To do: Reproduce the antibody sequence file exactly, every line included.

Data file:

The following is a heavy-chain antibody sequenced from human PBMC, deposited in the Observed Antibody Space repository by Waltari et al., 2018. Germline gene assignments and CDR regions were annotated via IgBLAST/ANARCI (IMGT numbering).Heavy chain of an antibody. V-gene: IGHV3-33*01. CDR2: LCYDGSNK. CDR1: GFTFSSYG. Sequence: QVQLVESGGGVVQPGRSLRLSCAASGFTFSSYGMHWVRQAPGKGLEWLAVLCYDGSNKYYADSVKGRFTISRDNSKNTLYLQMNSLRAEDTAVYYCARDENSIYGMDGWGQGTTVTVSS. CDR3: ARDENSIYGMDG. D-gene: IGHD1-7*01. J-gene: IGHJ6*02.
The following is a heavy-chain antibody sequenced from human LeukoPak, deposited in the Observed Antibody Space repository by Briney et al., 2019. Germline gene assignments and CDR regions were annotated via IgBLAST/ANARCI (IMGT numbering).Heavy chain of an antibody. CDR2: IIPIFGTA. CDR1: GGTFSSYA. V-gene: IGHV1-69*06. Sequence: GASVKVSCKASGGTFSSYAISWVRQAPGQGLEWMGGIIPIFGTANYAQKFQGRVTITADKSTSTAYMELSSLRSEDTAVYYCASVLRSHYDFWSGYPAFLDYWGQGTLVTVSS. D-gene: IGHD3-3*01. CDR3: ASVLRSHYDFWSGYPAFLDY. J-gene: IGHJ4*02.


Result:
The following is a heavy-chain antibody sequenced from human PBMC, deposited in the Observed Antibody Space repository by Waltari et al., 2018. Germline gene assignments and CDR regions were annotated via IgBLAST/ANARCI (IMGT numbering).Heavy chain of an antibody. V-gene: IGHV3-33*01. CDR2: LCYDGSNK. CDR1: GFTFSSYG. Sequence: QVQLVESGGGVVQPGRSLRLSCAASGFTFSSYGMHWVRQAPGKGLEWLAVLCYDGSNKYYADSVKGRFTISRDNSKNTLYLQMNSLRAEDTAVYYCARDENSIYGMDGWGQGTTVTVSS. CDR3: ARDENSIYGMDG. D-gene: IGHD1-7*01. J-gene: IGHJ6*02.
The following is a heavy-chain antibody sequenced from human LeukoPak, deposited in the Observed Antibody Space repository by Briney et al., 2019. Germline gene assignments and CDR regions were annotated via IgBLAST/ANARCI (IMGT numbering).Heavy chain of an antibody. CDR2: IIPIFGTA. CDR1: GGTFSSYA. V-gene: IGHV1-69*06. Sequence: GASVKVSCKASGGTFSSYAISWVRQAPGQGLEWMGGIIPIFGTANYAQKFQGRVTITADKSTSTAYMELSSLRSEDTAVYYCASVLRSHYDFWSGYPAFLDYWGQGTLVTVSS. D-gene: IGHD3-3*01. CDR3: ASVLRSHYDFWSGYPAFLDY. J-gene: IGHJ4*02.